In the late 1960s and 1970s.48 One major mainstream response to concerns over blocked or distorted development has been to emphasize long run or sustainable growth. The result is a richer and more holistic understanding of economic>. See Paul James. more widely. 1974). See also UNITED NATIONS CONFERENCE 50.203. 22 ALTERNATIVES nonetheless acknowledges the continuing importance of dependency theory's underlying insights and motivations). bilateral. SUSTAINPERSPECTIVES APPLIEDAND THEORETICAL IN THIRD WORLD COUNTRIES: ABLEDEVELOPMENT (Valentine DEVELOPMENT: (John Udoh James ed.52 UNDP's vision of "sustainable human development" provides the current culmination of the drive for a greatly expanded conception of development. DEVELOPMENT OF ACTION FORSUSTAINABLE AGENDA 21: PROGRAMME (1992). SUSTAINABLE SCIENCE.RATIONALITIES.49 More radical alternatives to growth-based understandings of development have emphasized equity or social justice rather than narrowly "economic" processes. Nonetheless. 1998). LANCE HUMAN DEVELOPMENT AND SUSTAINABLE REFORM RECONCILING ECONOMIC UTE PIEPER. sustainable development perspectives also give much greater attention to environmental and other "externalities" excluded from neoclassical accounts. See generally EMPLOYMENT.17.. 1995).24 on Wed. (Sylvie Faucheux See. 52. and thus the benefits of growth. and multilateral mainstream.50 The World Bank over the past two decades has given growing attention to issues of equitable growth. Postdependency? The Third World in an Eraof Globalization and Late205 (1997) (providing a brief account of the demise that Capitalism.. LABOUR OFFICE 51. (1977). DAVID REID. Human development is defined as expanding the choices for all people in society: There are five aspects to sustainablehuman development-all affectingthe lives of the poor and vulnerable: 48. DEVELOPMENT. SUSTAINABLE TAYLOR & AND ENVIRONMENTAL ASSESSMENT (Colin Kirkpatrick & Norman Lee eds.51For instance. discussions of the role of women in development brought one set of distributional questions into the national. eds.AND PUBLICPOLICY AN DEVELOPMENT: Lemons & Donald A.624 HUMAN RIGHTSQUARTERLY Vol.g. 1997). both national and international. 49. 12 Mar 2014 10:27:29 AM All use subject to JSTOR Terms and Conditions . thus. SUSTAINABLE WORLD: INTEGRATING IN A DEVELOPING SOCIO-ECONOMIC DEVELOPMENT et al.. SUSTAINABLE AND ON ENVIRONMENT INTRODUCTORY GUIDE (1995). In addition to a broader time frame. 21 attention on the dark distributional underside. what is to be sustained is largely the capacity for autonomous increases in productive capability and. Brown eds. e. 1996). INTERNATIONAL GROWTH AND BASIC NEEDS: A ONE-WORLD PROBLEM. This content downloaded from 200.ETHICS. of standard growth strategies. See For an extensive illustration of the penetration of gender concerns. (1996). AND STRATEGIES DEVELOPMENT: CONCEPTS.. per capita GDP.. IN DEVELOPING COUNTRIES INCOME DISTRIBUTION TO IMPROVE WITHGROWTH:POLICIES REDISTRIBUTION IN THECONTEXT OF ECONOMIC GROWTH(Hollis Chenery ed. the International Labor Organization's World Employment Program stressed increasing employment not only for its own sake but as a mechanism to spread income.worldbank. see the World Bank's "Gender Net" at <http://www.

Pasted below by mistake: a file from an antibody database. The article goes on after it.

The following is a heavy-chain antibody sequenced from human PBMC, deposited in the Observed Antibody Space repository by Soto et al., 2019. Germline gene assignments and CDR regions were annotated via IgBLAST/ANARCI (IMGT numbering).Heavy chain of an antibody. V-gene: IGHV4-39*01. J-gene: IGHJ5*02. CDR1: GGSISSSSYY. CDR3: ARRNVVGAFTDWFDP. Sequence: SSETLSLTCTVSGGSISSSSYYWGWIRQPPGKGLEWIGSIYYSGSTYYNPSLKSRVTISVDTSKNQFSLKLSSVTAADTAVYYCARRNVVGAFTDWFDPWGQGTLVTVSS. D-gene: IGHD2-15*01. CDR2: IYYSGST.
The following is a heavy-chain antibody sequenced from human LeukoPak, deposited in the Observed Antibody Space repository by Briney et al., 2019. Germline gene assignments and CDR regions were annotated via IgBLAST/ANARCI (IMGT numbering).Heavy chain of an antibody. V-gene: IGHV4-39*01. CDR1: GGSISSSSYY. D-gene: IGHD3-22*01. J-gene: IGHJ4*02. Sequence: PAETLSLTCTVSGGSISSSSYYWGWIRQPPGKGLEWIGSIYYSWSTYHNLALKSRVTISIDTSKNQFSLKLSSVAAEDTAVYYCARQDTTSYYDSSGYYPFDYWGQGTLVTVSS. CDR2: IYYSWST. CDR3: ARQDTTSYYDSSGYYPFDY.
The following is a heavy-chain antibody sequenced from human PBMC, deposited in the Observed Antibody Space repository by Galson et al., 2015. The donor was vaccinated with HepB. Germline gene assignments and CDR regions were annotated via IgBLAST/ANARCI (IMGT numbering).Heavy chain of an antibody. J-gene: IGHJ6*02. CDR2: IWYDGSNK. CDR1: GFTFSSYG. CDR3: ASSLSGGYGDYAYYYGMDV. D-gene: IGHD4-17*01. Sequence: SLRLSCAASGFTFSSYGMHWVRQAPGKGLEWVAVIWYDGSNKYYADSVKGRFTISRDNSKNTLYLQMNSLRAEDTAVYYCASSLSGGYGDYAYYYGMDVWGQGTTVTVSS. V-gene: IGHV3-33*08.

two fundamentally different social and political logics are combined despite analytical and political reasons to draw attention to the differences between the logics of growth and redistribution. Sustainability-Theneeds of this generationmustbe met withoutcomproto be free of povertyand deprivation and misingthe rightof futuregenerations to exercise theirbasic capabilities. "redistribution with growth" is indeed a desirable objective. However. "Human rights and sustainable human development are inextricably linked"54only if development is defined to make this relationship tautological. decision-making forpersonal fulfillment.Democracy. available on <http://magnet. to peace. People need to be freed Security-Particularly and fromsuddenharmful fromthreats. Co-operation-Witha sense of belongingimportant well-being and a sense of purpose and meaning. such as diseaseor repression disruptions in their lives.It also increasestheir opportunity affectingtheir lives. Setting aside the fact that neither most ordinary people nor governments use the term in this way. supra note 6.53 Although the motives behind such efforts are admirable. the securityof livelihood. "Sustainable human development" simply redefines human rights. Less radical equity-oriented conceptions face similar problems. The resulting measure does tell us more about national conditions of life than GDP alone. 54.203.24 on Wed. and justice. 55. "development" means sustainable 53. human development is concernedwith the ways in which people worktogetherand interact. This content downloaded from 200. SEN. As with liberal democracy. Perhaps the most sophisticated effort along this line is UNDP's annual Human Development Report. as subsets of development. at 3. means morethan Equity-The expansionof capabilitiesand opportunities income-it also means equity.17. 1993). INTEGRATING HUMAN RIGHTS. See K. which uses a measure that combines per capita GDP with life expectancy and literacy. 12 Mar 2014 10:27:29 AM All use subject to JSTOR Terms and Conditions . SUSTAINABLE also SUDHIRANAND & AMARTYA HUMAN DEVELOPMENT: CONCEPTS AND PRIORITIES (1996). or endorse. UNITED NATIONS DEVELOPMENT GOVERNANCE FOR SUSTAINABLE DEVELOPMENT: A UNDP PROGRAMME. redistribution and growth. they should be rejected on analytical grounds.htm>.. along with democracy. Sen eds. such as an educational system to which everybodyshould have access. THE QUALITY OF LIFE(Martha Nussbaum & Amartya K.and Development 625 Empowerment-The expansion of men and women's capabilities and wantand choices increasestheirabilityto exercisethose choices freeof hunger.1999 HumanRights. Tensions between these objectives cannot be evaded by stipulativedefinitions. But it fails to address the relationship between the social and economic indicators of "human development. deprivation." which reflect very different political logics. For example. POLICY DOCUMENT 2 (1997). that sometimes support and sometimes conflict with one another. this objective involves two processes.55 Thus for the purposes of this article. such a definition fails to address the relationship between economic development and human rights.